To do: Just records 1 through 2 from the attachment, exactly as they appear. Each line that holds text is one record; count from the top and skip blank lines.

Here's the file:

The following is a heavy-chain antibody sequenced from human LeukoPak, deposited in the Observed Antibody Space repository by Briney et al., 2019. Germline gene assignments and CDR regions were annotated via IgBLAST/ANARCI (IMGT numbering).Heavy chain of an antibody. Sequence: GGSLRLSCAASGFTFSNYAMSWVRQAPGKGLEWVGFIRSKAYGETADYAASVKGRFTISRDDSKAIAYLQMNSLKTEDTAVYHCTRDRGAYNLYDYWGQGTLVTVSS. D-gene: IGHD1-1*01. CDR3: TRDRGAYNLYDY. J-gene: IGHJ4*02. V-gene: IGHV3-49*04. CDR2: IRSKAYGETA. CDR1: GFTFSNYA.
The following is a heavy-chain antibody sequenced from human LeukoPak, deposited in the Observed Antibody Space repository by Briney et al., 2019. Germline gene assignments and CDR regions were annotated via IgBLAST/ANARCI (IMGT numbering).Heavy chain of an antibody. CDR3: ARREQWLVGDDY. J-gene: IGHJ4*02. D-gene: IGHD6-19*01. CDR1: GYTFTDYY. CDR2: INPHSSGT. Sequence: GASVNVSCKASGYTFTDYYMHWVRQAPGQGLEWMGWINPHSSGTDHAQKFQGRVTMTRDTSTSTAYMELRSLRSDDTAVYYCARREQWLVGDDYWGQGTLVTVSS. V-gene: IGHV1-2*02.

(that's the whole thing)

The following is a heavy-chain antibody sequenced from human LeukoPak, deposited in the Observed Antibody Space repository by Briney et al., 2019. Germline gene assignments and CDR regions were annotated via IgBLAST/ANARCI (IMGT numbering).Heavy chain of an antibody. Sequence: GGSLRLSCAASGFTFSNYAMSWVRQAPGKGLEWVGFIRSKAYGETADYAASVKGRFTISRDDSKAIAYLQMNSLKTEDTAVYHCTRDRGAYNLYDYWGQGTLVTVSS. D-gene: IGHD1-1*01. CDR3: TRDRGAYNLYDY. J-gene: IGHJ4*02. V-gene: IGHV3-49*04. CDR2: IRSKAYGETA. CDR1: GFTFSNYA.
The following is a heavy-chain antibody sequenced from human LeukoPak, deposited in the Observed Antibody Space repository by Briney et al., 2019. Germline gene assignments and CDR regions were annotated via IgBLAST/ANARCI (IMGT numbering).Heavy chain of an antibody. CDR3: ARREQWLVGDDY. J-gene: IGHJ4*02. D-gene: IGHD6-19*01. CDR1: GYTFTDYY. CDR2: INPHSSGT. Sequence: GASVNVSCKASGYTFTDYYMHWVRQAPGQGLEWMGWINPHSSGTDHAQKFQGRVTMTRDTSTSTAYMELRSLRSDDTAVYYCARREQWLVGDDYWGQGTLVTVSS. V-gene: IGHV1-2*02.